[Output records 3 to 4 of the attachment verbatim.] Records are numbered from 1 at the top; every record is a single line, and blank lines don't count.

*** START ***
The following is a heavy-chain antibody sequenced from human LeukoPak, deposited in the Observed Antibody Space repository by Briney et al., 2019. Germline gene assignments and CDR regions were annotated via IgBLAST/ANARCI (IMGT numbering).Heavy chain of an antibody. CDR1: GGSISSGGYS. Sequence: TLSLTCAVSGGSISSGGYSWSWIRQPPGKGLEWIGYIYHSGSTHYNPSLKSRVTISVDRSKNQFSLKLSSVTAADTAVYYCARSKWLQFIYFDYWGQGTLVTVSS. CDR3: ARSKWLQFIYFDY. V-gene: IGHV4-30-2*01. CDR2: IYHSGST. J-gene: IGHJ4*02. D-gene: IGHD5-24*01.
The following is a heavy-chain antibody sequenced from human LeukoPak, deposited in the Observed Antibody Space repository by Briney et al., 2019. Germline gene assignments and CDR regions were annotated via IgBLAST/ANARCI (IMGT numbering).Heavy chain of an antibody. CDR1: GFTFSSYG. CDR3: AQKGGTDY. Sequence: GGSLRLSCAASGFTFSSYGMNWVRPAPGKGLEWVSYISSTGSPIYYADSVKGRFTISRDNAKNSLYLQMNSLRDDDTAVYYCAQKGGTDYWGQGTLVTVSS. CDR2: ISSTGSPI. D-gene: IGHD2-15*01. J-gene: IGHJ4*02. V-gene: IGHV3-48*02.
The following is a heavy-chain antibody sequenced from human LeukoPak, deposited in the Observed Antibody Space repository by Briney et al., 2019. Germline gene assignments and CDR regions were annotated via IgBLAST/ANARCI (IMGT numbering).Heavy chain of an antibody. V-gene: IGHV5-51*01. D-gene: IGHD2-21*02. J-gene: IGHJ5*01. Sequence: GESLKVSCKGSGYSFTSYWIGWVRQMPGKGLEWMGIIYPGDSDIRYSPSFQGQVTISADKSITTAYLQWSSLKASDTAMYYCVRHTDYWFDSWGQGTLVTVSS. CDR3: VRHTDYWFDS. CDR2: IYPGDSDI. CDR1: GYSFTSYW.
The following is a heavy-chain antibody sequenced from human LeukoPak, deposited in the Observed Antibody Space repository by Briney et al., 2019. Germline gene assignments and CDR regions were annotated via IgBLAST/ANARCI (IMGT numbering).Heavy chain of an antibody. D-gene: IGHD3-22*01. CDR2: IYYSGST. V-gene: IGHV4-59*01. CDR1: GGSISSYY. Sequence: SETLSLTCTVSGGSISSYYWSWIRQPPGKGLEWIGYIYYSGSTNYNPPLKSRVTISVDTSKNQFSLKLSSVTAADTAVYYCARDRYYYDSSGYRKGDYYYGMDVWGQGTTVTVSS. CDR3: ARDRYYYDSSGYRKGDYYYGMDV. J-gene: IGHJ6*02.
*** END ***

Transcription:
The following is a heavy-chain antibody sequenced from human LeukoPak, deposited in the Observed Antibody Space repository by Briney et al., 2019. Germline gene assignments and CDR regions were annotated via IgBLAST/ANARCI (IMGT numbering).Heavy chain of an antibody. V-gene: IGHV5-51*01. D-gene: IGHD2-21*02. J-gene: IGHJ5*01. Sequence: GESLKVSCKGSGYSFTSYWIGWVRQMPGKGLEWMGIIYPGDSDIRYSPSFQGQVTISADKSITTAYLQWSSLKASDTAMYYCVRHTDYWFDSWGQGTLVTVSS. CDR3: VRHTDYWFDS. CDR2: IYPGDSDI. CDR1: GYSFTSYW.
The following is a heavy-chain antibody sequenced from human LeukoPak, deposited in the Observed Antibody Space repository by Briney et al., 2019. Germline gene assignments and CDR regions were annotated via IgBLAST/ANARCI (IMGT numbering).Heavy chain of an antibody. D-gene: IGHD3-22*01. CDR2: IYYSGST. V-gene: IGHV4-59*01. CDR1: GGSISSYY. Sequence: SETLSLTCTVSGGSISSYYWSWIRQPPGKGLEWIGYIYYSGSTNYNPPLKSRVTISVDTSKNQFSLKLSSVTAADTAVYYCARDRYYYDSSGYRKGDYYYGMDVWGQGTTVTVSS. CDR3: ARDRYYYDSSGYRKGDYYYGMDV. J-gene: IGHJ6*02.